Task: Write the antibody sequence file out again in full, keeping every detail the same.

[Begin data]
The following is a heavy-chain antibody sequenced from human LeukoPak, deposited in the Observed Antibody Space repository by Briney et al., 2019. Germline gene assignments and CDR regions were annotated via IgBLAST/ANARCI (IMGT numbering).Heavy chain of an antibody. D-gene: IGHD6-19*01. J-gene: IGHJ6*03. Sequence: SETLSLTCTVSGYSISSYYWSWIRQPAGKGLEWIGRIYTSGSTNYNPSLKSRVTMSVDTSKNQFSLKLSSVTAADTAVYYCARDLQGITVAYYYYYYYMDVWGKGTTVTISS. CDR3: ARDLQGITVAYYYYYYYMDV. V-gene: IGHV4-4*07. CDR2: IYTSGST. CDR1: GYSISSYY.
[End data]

The following is a heavy-chain antibody sequenced from human LeukoPak, deposited in the Observed Antibody Space repository by Briney et al., 2019. Germline gene assignments and CDR regions were annotated via IgBLAST/ANARCI (IMGT numbering).Heavy chain of an antibody. D-gene: IGHD6-19*01. J-gene: IGHJ6*03. Sequence: SETLSLTCTVSGYSISSYYWSWIRQPAGKGLEWIGRIYTSGSTNYNPSLKSRVTMSVDTSKNQFSLKLSSVTAADTAVYYCARDLQGITVAYYYYYYYMDVWGKGTTVTISS. CDR3: ARDLQGITVAYYYYYYYMDV. V-gene: IGHV4-4*07. CDR2: IYTSGST. CDR1: GYSISSYY.